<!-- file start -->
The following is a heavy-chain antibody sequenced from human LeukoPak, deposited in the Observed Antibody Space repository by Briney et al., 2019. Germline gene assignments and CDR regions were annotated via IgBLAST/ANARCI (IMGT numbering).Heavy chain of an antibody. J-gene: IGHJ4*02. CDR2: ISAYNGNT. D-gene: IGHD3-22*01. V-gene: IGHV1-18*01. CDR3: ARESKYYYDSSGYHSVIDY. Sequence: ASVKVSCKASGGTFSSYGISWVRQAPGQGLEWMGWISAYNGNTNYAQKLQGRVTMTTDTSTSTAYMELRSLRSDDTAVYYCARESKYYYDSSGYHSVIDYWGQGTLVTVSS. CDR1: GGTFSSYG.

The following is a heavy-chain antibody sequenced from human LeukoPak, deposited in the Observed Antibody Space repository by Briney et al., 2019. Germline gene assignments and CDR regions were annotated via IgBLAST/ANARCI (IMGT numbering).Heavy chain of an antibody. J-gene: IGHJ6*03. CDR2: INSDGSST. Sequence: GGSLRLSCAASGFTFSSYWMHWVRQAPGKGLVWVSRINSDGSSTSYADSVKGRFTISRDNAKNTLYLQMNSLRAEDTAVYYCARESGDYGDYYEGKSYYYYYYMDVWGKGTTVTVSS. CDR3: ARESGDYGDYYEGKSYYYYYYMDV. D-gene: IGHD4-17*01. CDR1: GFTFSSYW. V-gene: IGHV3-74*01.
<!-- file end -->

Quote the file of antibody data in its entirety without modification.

The following is a heavy-chain antibody sequenced from human LeukoPak, deposited in the Observed Antibody Space repository by Briney et al., 2019. Germline gene assignments and CDR regions were annotated via IgBLAST/ANARCI (IMGT numbering).Heavy chain of an antibody. J-gene: IGHJ4*02. CDR2: ISAYNGNT. D-gene: IGHD3-22*01. V-gene: IGHV1-18*01. CDR3: ARESKYYYDSSGYHSVIDY. Sequence: ASVKVSCKASGGTFSSYGISWVRQAPGQGLEWMGWISAYNGNTNYAQKLQGRVTMTTDTSTSTAYMELRSLRSDDTAVYYCARESKYYYDSSGYHSVIDYWGQGTLVTVSS. CDR1: GGTFSSYG.

The following is a heavy-chain antibody sequenced from human LeukoPak, deposited in the Observed Antibody Space repository by Briney et al., 2019. Germline gene assignments and CDR regions were annotated via IgBLAST/ANARCI (IMGT numbering).Heavy chain of an antibody. J-gene: IGHJ6*03. CDR2: INSDGSST. Sequence: GGSLRLSCAASGFTFSSYWMHWVRQAPGKGLVWVSRINSDGSSTSYADSVKGRFTISRDNAKNTLYLQMNSLRAEDTAVYYCARESGDYGDYYEGKSYYYYYYMDVWGKGTTVTVSS. CDR3: ARESGDYGDYYEGKSYYYYYYMDV. D-gene: IGHD4-17*01. CDR1: GFTFSSYW. V-gene: IGHV3-74*01.